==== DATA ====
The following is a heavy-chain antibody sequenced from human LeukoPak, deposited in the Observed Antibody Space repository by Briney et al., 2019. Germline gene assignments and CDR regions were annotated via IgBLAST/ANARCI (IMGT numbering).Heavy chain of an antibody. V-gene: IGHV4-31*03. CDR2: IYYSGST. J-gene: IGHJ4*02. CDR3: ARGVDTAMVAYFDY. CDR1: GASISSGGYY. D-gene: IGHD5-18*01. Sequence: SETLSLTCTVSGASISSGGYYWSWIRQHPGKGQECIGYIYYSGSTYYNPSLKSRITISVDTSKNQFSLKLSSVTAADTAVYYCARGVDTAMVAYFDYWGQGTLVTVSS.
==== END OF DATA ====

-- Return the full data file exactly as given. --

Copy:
The following is a heavy-chain antibody sequenced from human LeukoPak, deposited in the Observed Antibody Space repository by Briney et al., 2019. Germline gene assignments and CDR regions were annotated via IgBLAST/ANARCI (IMGT numbering).Heavy chain of an antibody. V-gene: IGHV4-31*03. CDR2: IYYSGST. J-gene: IGHJ4*02. CDR3: ARGVDTAMVAYFDY. CDR1: GASISSGGYY. D-gene: IGHD5-18*01. Sequence: SETLSLTCTVSGASISSGGYYWSWIRQHPGKGQECIGYIYYSGSTYYNPSLKSRITISVDTSKNQFSLKLSSVTAADTAVYYCARGVDTAMVAYFDYWGQGTLVTVSS.